idiom: to get/have cold feet

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Today is Sunday, and that makes it idiom day! So today, I have an interesting expression for you: “cold feet”. We use this when we talk about a person who is really nervous about something that they are planning to do and is considering changing their mind about doing it. For example:

A: My wedding is tomorrow, and I’m really nervous about it!

B: I hope you’re not getting cold feet!

My brother agreed to make a speech at the conference but, at the last minute, he got cold feet and said he couldn’t do it.

A: You look really nervous about giving this presentation. If you have cold feet and don’t want to do it, I’ll understand.

B: No, it’s ok. I’m a little nervous, but I don’t have cold feet. I’ll do it.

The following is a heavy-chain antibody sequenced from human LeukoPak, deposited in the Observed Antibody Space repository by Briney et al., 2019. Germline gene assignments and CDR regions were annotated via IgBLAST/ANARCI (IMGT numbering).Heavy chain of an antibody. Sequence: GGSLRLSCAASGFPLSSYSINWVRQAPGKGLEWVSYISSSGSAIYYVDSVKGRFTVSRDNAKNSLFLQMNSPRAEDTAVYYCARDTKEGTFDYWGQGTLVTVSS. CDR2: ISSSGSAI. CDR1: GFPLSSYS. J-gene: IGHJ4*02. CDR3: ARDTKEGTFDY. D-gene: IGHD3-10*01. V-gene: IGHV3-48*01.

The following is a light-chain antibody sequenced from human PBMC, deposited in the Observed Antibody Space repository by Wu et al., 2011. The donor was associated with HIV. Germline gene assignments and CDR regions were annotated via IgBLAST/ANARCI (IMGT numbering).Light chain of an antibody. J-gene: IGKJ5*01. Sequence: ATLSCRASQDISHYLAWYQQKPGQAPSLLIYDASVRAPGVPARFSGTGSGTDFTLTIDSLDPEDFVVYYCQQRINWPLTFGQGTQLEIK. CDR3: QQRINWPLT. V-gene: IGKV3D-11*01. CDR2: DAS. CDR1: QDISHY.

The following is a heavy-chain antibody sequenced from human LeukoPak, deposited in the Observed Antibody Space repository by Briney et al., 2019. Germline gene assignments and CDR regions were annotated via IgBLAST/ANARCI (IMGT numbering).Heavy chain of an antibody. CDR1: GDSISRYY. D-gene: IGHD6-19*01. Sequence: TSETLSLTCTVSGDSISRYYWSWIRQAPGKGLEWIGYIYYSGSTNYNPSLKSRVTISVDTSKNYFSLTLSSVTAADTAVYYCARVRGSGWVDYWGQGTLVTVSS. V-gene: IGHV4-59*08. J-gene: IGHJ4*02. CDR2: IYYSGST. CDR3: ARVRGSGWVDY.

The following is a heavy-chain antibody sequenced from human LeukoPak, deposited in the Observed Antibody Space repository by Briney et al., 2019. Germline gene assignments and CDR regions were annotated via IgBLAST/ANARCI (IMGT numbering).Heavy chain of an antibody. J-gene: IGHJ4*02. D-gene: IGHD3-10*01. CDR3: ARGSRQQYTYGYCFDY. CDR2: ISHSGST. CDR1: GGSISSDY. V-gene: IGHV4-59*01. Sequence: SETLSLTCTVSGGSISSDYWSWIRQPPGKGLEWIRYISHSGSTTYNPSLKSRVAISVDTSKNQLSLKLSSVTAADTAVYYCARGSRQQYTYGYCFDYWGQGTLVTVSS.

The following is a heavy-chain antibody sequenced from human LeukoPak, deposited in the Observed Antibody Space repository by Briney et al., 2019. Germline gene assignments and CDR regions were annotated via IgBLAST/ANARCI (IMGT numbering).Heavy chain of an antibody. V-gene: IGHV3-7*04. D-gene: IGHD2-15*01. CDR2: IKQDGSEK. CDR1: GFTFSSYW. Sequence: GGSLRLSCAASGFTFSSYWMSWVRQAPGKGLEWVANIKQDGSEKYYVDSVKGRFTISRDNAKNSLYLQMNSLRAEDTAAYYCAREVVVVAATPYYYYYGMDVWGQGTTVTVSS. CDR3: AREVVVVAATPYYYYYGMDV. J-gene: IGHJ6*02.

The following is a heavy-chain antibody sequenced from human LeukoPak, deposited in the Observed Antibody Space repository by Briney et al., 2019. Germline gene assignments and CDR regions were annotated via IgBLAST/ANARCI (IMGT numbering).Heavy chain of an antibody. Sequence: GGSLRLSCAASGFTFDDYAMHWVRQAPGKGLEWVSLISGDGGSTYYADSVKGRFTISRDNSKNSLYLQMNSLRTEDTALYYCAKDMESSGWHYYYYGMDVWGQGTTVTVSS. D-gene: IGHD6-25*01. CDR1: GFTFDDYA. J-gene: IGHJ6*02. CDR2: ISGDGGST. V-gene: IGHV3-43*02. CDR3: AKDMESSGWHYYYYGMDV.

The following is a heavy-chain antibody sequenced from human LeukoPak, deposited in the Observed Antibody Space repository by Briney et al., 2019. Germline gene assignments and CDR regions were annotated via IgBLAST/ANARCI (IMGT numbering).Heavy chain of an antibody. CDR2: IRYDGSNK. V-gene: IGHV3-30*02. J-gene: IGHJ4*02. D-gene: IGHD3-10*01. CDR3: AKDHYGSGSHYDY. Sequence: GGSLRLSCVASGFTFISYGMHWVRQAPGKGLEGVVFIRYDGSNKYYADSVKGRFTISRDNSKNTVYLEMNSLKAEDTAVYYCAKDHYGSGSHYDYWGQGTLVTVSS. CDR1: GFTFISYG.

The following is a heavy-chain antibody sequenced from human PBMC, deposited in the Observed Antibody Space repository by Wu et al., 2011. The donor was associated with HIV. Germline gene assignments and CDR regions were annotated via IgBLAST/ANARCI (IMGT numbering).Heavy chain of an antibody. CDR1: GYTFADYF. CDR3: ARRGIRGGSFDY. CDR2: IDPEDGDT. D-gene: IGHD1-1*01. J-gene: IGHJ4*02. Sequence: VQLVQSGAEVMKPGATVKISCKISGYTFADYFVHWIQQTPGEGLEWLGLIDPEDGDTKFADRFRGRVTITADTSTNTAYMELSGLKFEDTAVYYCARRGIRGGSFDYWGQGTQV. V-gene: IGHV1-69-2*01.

I just heard that the Mark Jackson’s wedding was cancelled. I guess either Mark or his fiancee had cold feet and decided to call off the wedding.

This idiom is often used in situations to do with weddings and getting married, but it can be used in other situations as well. If we use it in the past tense, as in the second and fourth example sentences, it means that the person actually did actually cancel the plans because of being too nervous.

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